I have quietly bumped up a priority long ignored by me, not to mention nearly every entrepreneur: Sleep. I say "quietly" because it isn't a goal entrepreneurs say with pride, as in "I'm crushing it! I got a full eight hours last night!" But after spending years waking up in the middle of the night to work, I'm realized that there were certain strengths I was losing along the way.

Whether it is an official snooze or just a five-minute pause to shut your eyes, sleep should be considered a powerful weapon in your diverse entrepreneurial arsenal.

You gain clarity: One recent evening, I put my long index card to-do list away and actually went to bed at a reasonable time. I felt about the same when I woke up eight hours later - until I suddenly had the answer to a strategic problem I had been wrestling with for months. It was as clear as day. And it was obviously worth sacrificing a couple hours of work.

You are still working: Evidently I stumbled upon a scientifically-argued fact. A recent University of Southern California study states that:

Downtime is an opportunity for the brain to make sense of what it has recently learned, to surface fundamental unresolved tensions in our lives and to swivel its powers of reflection away from the external world toward itself... We shuffle through all those neglected mental post-it notes listing half-finished projects and we mull over the aspects of our lives with which we are most dissatisfied, searching for solutions.

While you think you're just sitting there, your brain is still trying to come up with your next startup, creating a solution to your employee problem or making the perfect package for your potential client.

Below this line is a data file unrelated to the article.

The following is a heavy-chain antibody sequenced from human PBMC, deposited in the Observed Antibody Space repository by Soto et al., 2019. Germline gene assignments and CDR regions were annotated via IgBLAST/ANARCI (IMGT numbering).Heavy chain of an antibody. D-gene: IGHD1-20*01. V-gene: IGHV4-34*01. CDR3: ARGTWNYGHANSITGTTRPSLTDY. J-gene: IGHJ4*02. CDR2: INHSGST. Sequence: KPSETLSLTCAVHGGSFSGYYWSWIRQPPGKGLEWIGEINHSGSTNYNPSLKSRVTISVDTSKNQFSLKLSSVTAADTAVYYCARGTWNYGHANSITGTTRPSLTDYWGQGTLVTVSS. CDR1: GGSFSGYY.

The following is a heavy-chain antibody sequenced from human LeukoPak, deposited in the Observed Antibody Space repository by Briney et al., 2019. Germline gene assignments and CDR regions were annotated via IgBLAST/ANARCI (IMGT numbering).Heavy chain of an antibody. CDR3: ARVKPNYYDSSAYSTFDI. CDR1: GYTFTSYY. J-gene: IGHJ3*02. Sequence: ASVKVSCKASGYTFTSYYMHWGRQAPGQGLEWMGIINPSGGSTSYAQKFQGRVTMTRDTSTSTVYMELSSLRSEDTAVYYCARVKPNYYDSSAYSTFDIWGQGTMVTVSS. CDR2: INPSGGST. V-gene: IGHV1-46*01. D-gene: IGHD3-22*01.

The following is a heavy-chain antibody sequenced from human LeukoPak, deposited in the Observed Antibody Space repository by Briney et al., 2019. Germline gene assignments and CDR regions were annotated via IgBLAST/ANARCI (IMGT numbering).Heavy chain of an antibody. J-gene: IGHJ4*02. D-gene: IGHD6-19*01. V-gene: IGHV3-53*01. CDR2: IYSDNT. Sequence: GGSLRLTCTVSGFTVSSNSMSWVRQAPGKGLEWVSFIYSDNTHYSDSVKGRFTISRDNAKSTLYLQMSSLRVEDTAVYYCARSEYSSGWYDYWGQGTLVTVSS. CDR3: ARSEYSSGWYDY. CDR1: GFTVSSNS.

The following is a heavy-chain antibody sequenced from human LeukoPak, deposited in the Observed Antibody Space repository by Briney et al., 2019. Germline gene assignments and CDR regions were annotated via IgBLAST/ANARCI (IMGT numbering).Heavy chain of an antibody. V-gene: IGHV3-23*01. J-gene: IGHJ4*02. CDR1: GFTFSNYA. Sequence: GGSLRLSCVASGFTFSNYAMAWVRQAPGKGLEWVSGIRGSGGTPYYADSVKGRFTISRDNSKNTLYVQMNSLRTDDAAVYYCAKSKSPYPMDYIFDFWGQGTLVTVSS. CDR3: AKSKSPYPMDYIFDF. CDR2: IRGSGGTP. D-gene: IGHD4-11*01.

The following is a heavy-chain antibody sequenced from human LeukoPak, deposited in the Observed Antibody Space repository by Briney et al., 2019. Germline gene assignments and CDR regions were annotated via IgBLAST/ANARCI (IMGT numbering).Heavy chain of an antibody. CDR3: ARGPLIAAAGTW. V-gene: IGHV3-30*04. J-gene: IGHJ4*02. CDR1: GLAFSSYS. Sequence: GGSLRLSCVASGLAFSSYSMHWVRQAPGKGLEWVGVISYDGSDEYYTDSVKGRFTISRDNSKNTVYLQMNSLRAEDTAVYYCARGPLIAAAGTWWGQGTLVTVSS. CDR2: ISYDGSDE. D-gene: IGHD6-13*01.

You will likely live longer: One strong, albeit debated reason to rest is that you may be spending less time as an entrepreneur. Experts as varied as the British Medical Journal, the University of Warwick and the outlet Sleep all found that sleep deprivation (arguably less than six hours a night) can lead to increased heart disease, depression and other outcomes. The complications can result in a shorter life span.

There are many entrepreneurial tales about people working themselves to near death, most notably Arianna Huffington facing her own mortality in 2007. The controversial media mogul drastically changed her sleep schedule and went on to be even more productive (and healthy).

It begs the question: Why haven't I slept more as an entrepreneur? I'm realizing that it's not the crazy deadlines or family commitments, but my own false truths:

  • I either have to sleep very little or knock out for 10 hours: It reflects the same extreme thinking that many entrepreneurs have. Why not go to bed a half hour earlier, wake up a half hour later or nap during part of your needed lunch break? It's not a huge sacrifice, and it has helped me immensely.
  • Instead of sleeping, I could be productive: It was my biggest argument, but I learned that I was more thoughtful, creative and strategic within all the hours I was awake by just sacrificing an hour or two of work to sleep. Ask yourself, are you looking for true productivity or the comfort of knowing you did a 20-hour day?
  • I do not want to appear lazy: It's not the safest idea to tell your clients that you slept in this morning, but I've found the biggest hurdle is actually admitting it to peers. We want to always appear busy and of infinite stamina, but that's not maximizing our potential.

In comparison, professional body builders work hard, eat lots and actually fully rest a day or two a week so those stretched muscles can rebuild even stronger. Doesn't your career deserve the same attention?